Mean (SD) age of high school participants: Time 1 was 15.8 (0.8) y; Time 2 was 20.4 (0.8) y
Longitudinal data collected during the 1998–1999 school year (Time 1) and again in 2003–2004 (Time 2)
Time 1: Project EAT-I survey administered by staff (RR 81.5%)
Time 2: Project EAT-II survey distributed via mail and self-administered (RR 68.4%)
Disordered eating behaviour“During the past 7 days, how many times did all, or most, of your family living in your house eat a meal together?”
FFM defined as ≥ 5 meals per wk
Specific questions developed for the Project EAT study were based on adolescent focus group findings, a review of existing instruments, expert revisions, a social-cognitive theoretical framework, and pilot tests
Eisenberg et al,40 2008806Adolescents from middle schools (grades 7–8) in Minnesota who participated in Project EAT-I and then in Project EAT-IIEthnically and socioeconomically diverse
Males (n = 366), females (n = 440)
Mean (SD) age at Time 1 was 12.8 (0.8) y; at Time 2 was 17.2 (0.6) y
Longitudinal data collected during the 1998–1999 school year (Time 1) and again in 2003–2004 (Time 2)
Time 1: Project EAT-I survey administered by staff
Time 2: Project EAT-II survey distributed via mail and self-administered (RR 69.5%)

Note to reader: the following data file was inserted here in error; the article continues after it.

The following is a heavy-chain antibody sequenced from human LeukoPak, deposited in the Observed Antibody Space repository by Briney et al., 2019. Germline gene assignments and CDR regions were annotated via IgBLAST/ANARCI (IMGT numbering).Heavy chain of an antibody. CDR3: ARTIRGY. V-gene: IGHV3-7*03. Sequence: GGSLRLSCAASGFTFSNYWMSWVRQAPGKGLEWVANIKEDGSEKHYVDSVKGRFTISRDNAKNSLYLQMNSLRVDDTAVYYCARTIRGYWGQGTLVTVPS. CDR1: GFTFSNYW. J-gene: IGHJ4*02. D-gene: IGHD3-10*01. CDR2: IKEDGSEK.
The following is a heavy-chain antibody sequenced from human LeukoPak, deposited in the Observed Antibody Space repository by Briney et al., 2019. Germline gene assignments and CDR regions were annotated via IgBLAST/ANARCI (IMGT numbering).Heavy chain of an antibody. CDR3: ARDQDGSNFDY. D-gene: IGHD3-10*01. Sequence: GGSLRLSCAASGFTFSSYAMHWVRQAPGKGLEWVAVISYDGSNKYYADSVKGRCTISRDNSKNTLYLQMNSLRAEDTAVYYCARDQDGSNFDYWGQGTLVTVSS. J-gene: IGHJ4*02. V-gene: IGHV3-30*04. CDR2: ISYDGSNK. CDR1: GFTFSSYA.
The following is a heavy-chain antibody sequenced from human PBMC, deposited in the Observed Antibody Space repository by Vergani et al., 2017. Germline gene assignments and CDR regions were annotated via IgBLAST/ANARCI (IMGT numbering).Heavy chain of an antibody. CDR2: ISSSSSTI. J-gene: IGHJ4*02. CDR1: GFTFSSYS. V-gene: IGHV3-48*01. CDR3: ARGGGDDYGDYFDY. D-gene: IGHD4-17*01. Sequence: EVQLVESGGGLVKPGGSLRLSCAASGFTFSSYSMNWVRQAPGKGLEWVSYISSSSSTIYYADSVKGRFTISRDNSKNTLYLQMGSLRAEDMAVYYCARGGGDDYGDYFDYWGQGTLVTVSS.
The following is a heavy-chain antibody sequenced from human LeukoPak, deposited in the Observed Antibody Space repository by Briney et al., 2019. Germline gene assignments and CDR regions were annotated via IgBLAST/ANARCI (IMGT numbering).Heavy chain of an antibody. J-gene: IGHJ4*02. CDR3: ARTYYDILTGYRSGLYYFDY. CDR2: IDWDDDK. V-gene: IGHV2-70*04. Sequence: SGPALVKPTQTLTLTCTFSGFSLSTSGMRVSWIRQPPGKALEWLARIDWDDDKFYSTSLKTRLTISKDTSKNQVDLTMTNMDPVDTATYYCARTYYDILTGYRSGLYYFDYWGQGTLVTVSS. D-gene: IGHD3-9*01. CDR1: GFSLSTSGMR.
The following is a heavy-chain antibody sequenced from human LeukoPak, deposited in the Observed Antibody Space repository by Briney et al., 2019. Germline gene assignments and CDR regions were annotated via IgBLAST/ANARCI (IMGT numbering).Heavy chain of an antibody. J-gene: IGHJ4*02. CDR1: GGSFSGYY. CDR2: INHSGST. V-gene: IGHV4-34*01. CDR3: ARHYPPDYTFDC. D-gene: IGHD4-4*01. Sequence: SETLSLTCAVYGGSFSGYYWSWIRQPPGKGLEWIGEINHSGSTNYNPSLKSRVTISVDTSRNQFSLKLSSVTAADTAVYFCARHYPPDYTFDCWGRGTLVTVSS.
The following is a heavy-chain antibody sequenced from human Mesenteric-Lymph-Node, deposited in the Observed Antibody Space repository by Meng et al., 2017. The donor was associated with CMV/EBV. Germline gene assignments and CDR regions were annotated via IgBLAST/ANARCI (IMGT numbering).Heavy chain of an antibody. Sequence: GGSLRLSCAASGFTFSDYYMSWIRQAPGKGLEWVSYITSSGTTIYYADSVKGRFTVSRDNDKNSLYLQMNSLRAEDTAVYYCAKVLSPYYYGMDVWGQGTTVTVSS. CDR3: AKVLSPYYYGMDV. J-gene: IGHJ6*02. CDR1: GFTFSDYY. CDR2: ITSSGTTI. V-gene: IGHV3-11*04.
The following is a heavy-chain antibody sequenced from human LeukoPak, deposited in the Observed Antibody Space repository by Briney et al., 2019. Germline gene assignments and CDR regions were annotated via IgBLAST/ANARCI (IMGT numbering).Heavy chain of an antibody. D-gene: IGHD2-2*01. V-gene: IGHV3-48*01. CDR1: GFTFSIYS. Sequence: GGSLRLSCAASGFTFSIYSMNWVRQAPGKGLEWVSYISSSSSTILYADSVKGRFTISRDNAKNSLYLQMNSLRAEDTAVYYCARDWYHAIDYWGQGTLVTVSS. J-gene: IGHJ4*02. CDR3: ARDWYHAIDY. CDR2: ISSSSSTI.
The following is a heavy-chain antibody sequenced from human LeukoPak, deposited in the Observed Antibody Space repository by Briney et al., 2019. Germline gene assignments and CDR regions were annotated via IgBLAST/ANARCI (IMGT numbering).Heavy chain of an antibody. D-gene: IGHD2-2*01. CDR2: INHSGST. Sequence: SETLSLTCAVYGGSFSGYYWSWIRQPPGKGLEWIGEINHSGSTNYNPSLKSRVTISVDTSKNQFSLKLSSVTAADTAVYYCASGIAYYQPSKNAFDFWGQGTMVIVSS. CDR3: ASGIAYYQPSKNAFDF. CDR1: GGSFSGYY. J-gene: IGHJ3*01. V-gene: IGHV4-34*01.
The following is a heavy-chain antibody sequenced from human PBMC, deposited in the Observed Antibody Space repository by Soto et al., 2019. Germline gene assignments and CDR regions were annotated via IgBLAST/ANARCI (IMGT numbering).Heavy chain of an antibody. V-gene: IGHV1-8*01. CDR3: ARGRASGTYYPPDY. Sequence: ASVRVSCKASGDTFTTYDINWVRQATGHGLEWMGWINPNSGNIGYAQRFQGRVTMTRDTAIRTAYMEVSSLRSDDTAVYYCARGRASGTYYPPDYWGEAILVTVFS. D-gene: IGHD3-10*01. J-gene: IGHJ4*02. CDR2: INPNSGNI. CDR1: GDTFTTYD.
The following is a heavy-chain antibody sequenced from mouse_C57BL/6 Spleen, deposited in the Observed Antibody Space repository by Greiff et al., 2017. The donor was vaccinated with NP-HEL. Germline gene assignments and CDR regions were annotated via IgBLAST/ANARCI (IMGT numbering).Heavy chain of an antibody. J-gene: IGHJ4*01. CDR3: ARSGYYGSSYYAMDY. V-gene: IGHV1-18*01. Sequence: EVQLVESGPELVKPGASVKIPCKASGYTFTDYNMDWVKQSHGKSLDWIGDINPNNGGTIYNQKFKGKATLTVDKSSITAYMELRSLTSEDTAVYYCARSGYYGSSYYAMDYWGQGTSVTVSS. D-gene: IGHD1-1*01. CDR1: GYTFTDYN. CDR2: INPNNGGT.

Substance use“During the past 7 days, how many times did all, or most, of your family living in your house eat a meal together?”
FFM defined as ≥ 5 meals wk
Specific questions developed for the Project EAT study were based on adolescent focus group findings, a review of existing instruments, expert revisions, a social-cognitive theoretical framework, and pilot tests
  • COOL—Controlling Overweight and Obesity for Life, EDI—Eating Disorders Inventory, FFM—frequent family meals, FMF—family meal frequency, GUTS—Growing Up Today Study, NGHS—National Heart, Lung, and Blood Institute Growth and Health Study, Project EAT—Project Eating Among Teens, RR—response rate, UK—United Kingdom, US—United States.

  • * Results based on a sample size of N = 3025 owing to participant exclusions.

  • Results are based on a subset of patients who were overweight or who participated in binge eating or extreme weight-control behaviour, which consisted of 577 females and 312 males (total N = 889).